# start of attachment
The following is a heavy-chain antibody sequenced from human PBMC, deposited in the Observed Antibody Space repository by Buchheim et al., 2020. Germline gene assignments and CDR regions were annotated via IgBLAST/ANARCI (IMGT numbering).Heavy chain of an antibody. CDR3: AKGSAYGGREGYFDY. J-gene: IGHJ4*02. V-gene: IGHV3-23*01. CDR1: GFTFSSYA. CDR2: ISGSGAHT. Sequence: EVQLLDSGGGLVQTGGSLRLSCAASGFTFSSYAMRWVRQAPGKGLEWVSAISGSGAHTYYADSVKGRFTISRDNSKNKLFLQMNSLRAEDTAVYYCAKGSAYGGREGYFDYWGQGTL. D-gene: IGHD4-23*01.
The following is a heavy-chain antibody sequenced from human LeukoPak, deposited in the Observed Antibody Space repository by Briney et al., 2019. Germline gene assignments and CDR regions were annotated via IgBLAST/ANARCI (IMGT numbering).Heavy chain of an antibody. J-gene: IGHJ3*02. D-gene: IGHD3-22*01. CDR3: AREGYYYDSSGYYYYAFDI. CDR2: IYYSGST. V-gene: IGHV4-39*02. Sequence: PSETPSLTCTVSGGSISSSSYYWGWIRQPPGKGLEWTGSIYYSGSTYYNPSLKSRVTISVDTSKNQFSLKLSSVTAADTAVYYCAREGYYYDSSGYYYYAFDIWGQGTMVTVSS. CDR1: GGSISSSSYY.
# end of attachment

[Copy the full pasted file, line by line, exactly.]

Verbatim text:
The following is a heavy-chain antibody sequenced from human PBMC, deposited in the Observed Antibody Space repository by Buchheim et al., 2020. Germline gene assignments and CDR regions were annotated via IgBLAST/ANARCI (IMGT numbering).Heavy chain of an antibody. CDR3: AKGSAYGGREGYFDY. J-gene: IGHJ4*02. V-gene: IGHV3-23*01. CDR1: GFTFSSYA. CDR2: ISGSGAHT. Sequence: EVQLLDSGGGLVQTGGSLRLSCAASGFTFSSYAMRWVRQAPGKGLEWVSAISGSGAHTYYADSVKGRFTISRDNSKNKLFLQMNSLRAEDTAVYYCAKGSAYGGREGYFDYWGQGTL. D-gene: IGHD4-23*01.
The following is a heavy-chain antibody sequenced from human LeukoPak, deposited in the Observed Antibody Space repository by Briney et al., 2019. Germline gene assignments and CDR regions were annotated via IgBLAST/ANARCI (IMGT numbering).Heavy chain of an antibody. J-gene: IGHJ3*02. D-gene: IGHD3-22*01. CDR3: AREGYYYDSSGYYYYAFDI. CDR2: IYYSGST. V-gene: IGHV4-39*02. Sequence: PSETPSLTCTVSGGSISSSSYYWGWIRQPPGKGLEWTGSIYYSGSTYYNPSLKSRVTISVDTSKNQFSLKLSSVTAADTAVYYCAREGYYYDSSGYYYYAFDIWGQGTMVTVSS. CDR1: GGSISSSSYY.